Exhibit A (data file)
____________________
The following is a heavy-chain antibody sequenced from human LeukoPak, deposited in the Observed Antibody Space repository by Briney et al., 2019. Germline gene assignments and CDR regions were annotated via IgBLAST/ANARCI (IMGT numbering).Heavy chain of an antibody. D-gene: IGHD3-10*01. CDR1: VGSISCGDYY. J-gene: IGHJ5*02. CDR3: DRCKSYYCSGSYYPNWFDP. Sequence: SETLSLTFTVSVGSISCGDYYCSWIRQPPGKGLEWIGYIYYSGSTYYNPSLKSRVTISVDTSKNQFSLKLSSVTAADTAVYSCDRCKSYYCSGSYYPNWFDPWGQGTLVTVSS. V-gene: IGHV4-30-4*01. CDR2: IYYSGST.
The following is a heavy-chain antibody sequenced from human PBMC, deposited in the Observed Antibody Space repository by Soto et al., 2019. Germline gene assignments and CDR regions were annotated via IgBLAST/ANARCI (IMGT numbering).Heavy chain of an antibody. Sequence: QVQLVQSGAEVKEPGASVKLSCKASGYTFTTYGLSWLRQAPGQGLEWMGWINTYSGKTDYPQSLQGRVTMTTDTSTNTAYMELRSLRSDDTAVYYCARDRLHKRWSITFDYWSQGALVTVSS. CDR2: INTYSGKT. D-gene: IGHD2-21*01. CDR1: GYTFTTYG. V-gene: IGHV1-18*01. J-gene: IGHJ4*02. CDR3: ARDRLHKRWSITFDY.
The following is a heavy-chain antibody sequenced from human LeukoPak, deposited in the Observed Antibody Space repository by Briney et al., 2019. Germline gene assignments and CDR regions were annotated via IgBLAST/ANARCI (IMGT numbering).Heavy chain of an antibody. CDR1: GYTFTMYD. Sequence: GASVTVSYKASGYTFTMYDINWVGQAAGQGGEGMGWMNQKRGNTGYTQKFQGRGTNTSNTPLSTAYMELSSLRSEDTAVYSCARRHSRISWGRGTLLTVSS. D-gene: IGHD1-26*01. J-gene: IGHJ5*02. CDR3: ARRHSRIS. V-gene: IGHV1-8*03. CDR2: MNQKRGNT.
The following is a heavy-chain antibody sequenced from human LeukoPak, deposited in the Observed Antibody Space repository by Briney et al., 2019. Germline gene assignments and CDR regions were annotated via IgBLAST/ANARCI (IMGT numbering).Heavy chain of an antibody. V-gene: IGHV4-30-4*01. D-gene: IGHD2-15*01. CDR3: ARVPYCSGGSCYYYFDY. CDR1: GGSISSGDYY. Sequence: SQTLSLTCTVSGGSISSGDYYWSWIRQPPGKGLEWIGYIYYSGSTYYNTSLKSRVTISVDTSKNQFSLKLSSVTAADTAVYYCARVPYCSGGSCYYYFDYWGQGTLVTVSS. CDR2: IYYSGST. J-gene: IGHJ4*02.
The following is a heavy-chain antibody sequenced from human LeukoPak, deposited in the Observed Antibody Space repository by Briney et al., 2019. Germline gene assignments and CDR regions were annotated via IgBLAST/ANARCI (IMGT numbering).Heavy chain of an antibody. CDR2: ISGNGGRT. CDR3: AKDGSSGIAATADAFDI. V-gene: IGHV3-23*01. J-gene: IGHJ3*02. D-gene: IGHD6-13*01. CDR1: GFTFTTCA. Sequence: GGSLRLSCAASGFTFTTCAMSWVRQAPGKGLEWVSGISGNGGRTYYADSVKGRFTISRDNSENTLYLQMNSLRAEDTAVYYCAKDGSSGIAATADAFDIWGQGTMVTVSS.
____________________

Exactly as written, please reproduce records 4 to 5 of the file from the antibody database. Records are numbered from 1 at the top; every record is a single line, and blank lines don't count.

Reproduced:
The following is a heavy-chain antibody sequenced from human LeukoPak, deposited in the Observed Antibody Space repository by Briney et al., 2019. Germline gene assignments and CDR regions were annotated via IgBLAST/ANARCI (IMGT numbering).Heavy chain of an antibody. V-gene: IGHV4-30-4*01. D-gene: IGHD2-15*01. CDR3: ARVPYCSGGSCYYYFDY. CDR1: GGSISSGDYY. Sequence: SQTLSLTCTVSGGSISSGDYYWSWIRQPPGKGLEWIGYIYYSGSTYYNTSLKSRVTISVDTSKNQFSLKLSSVTAADTAVYYCARVPYCSGGSCYYYFDYWGQGTLVTVSS. CDR2: IYYSGST. J-gene: IGHJ4*02.
The following is a heavy-chain antibody sequenced from human LeukoPak, deposited in the Observed Antibody Space repository by Briney et al., 2019. Germline gene assignments and CDR regions were annotated via IgBLAST/ANARCI (IMGT numbering).Heavy chain of an antibody. CDR2: ISGNGGRT. CDR3: AKDGSSGIAATADAFDI. V-gene: IGHV3-23*01. J-gene: IGHJ3*02. D-gene: IGHD6-13*01. CDR1: GFTFTTCA. Sequence: GGSLRLSCAASGFTFTTCAMSWVRQAPGKGLEWVSGISGNGGRTYYADSVKGRFTISRDNSENTLYLQMNSLRAEDTAVYYCAKDGSSGIAATADAFDIWGQGTMVTVSS.